A youthful Nina Simone performs "Ain't Got No, I've Got Life".
As a preacher's daughter born in Tryon, North Carolina on February 21, 1933 Nina Simone first started playing the piano at her father's church when she was six.
Aspiring to become a concert pianist after being denied a scholarship to the Curtis Institute of Music in Philadelphia she moved to New York where she studied at the Juilliard School.
Nina began singing in a small Atlantic City club accompanying herself on piano during the early 1950s to fund her further musical education.
She would develop her own unique style best described as a fusion of gospel, pop, and classical music.
Following the 1958 success of her Billie Holiday inspired single "I Loves You, Porgy" Nina soon released her debut album "Little Girl Blue" on Bethlehem Records.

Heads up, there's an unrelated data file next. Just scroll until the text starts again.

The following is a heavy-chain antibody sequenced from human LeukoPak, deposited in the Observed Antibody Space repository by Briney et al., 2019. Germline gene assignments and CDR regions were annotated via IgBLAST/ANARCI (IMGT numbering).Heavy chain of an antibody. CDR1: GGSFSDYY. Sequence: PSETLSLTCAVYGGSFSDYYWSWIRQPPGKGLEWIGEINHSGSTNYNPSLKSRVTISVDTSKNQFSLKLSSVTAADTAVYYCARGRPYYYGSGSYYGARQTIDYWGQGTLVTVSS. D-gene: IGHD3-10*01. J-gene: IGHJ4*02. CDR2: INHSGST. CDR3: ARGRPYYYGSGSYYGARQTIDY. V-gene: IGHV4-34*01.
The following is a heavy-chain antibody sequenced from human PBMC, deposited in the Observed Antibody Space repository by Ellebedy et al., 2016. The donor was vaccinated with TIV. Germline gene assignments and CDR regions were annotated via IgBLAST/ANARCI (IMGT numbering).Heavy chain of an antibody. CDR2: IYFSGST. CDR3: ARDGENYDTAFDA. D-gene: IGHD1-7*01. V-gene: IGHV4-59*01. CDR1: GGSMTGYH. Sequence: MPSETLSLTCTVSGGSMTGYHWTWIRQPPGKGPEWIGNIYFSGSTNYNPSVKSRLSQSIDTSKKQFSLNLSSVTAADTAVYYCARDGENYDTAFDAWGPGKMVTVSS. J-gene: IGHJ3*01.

In 1964 she openly addressed racial inequality in the United States with the song "Mississippi Goddam", her response to the bombing of a Birmingham, Alabama church followed later with "Old Jim Crow" depicting segregation laws in the South.
Mainly a solo performer once denounced by the establishment she spoke out against racial prejudice, released over forty albums, and achieved a high level of success.
After years of traveling abroad Nina Simone settled in Carry-le-Rouet, Bouches-du-Rhône in Southern France where she died in her sleep on April 21, 2003 following a long battle with breast cancer.
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